Researchers have unlocked new clues in understanding why group A streptococci (GAS) has a range of bacterial afflictions in humans. One of the keys to this species of bacteria is its production of streptokinase (SK), an enzyme that activates plasminogen, the blood clot-dissolving protein in humans.
Findings of the research will be presented today at the 46th Annual Meeting of the American Society of Hematology (ASH). Results of the study suggest that GAS, a group of bacterial organisms that cause a range of infectious diseases, from those as common as strep throat to the wildly virulent and often fatal "flesh-eating" bacterium, attacks soft tissues and internal organs and spreads through the blood stream and surrounding tissues by breaking down the barriers created by local blood clots that could contain the infection.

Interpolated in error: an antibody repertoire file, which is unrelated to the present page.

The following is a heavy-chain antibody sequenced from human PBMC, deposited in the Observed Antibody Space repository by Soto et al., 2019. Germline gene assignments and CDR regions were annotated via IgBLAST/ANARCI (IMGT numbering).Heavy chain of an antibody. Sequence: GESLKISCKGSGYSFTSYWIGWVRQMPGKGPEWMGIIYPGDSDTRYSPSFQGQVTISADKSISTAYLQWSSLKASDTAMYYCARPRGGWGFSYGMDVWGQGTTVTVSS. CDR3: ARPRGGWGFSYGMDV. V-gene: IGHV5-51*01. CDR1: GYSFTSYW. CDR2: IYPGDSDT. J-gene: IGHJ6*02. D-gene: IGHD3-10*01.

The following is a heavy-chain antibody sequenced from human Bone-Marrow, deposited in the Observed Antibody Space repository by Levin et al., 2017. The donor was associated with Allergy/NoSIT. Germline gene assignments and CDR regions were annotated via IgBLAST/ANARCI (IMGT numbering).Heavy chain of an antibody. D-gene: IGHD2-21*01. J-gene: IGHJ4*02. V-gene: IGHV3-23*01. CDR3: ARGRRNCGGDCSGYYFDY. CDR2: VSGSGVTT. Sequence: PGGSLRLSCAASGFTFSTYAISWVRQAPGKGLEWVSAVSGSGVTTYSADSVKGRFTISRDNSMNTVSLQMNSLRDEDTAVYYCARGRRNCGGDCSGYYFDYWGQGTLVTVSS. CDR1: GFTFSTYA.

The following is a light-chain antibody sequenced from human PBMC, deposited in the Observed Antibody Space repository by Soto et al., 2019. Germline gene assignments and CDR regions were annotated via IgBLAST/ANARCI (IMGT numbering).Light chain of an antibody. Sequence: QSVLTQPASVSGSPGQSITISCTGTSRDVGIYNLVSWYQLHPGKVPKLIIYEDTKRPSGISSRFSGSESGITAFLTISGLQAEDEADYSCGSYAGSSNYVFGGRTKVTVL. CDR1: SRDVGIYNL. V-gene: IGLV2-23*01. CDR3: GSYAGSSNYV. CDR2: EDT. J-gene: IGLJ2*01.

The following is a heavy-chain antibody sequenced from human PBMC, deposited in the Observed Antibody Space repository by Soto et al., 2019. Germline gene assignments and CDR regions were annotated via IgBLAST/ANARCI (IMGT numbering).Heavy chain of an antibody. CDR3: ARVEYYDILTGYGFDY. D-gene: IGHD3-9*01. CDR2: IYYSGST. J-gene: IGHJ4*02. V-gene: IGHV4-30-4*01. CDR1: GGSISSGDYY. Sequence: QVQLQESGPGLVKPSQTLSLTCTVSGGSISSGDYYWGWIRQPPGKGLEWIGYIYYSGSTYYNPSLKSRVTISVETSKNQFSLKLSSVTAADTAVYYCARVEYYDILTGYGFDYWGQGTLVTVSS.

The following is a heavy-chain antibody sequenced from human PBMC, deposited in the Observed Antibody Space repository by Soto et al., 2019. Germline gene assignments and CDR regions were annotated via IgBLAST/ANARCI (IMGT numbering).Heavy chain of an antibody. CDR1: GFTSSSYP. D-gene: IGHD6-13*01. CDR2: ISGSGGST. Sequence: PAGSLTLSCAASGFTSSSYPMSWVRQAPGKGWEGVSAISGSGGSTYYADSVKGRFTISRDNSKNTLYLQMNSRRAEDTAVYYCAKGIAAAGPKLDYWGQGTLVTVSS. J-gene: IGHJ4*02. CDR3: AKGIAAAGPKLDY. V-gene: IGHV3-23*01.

Streptokinase produced by GAS that infect humans is highly specific for human plasminogen (PLG) and has little or no effect in other mammals. Generating a humanized transgenic mouse that expressed human PLG, the researchers tested for the specificity of the interaction with GAS. When the mice were introduced to GAS they were highly susceptible to infection and mortality was higher compared with the normal mice. The increased susceptibility of mice to GAS, however, was largely abrogated when the SK gene was deleted, leading the researchers to identify the major role of the PLG/SK interaction in the GAS pathogenicity.
"While we don't know exactly why the same bacterium causes such a range of illnesses from mild and harmless to life threatening, our study provides new clues that begin to unlock this mystery," according to Hongmin Sun, Ph.D., University of Michigan Medical School, and lead author of the study. "Most notably, our observations highlight the potential role of infectious disease as a critical force in the evolution of the hemostatic system and the unusual species specificity of many coagulation factor interactions."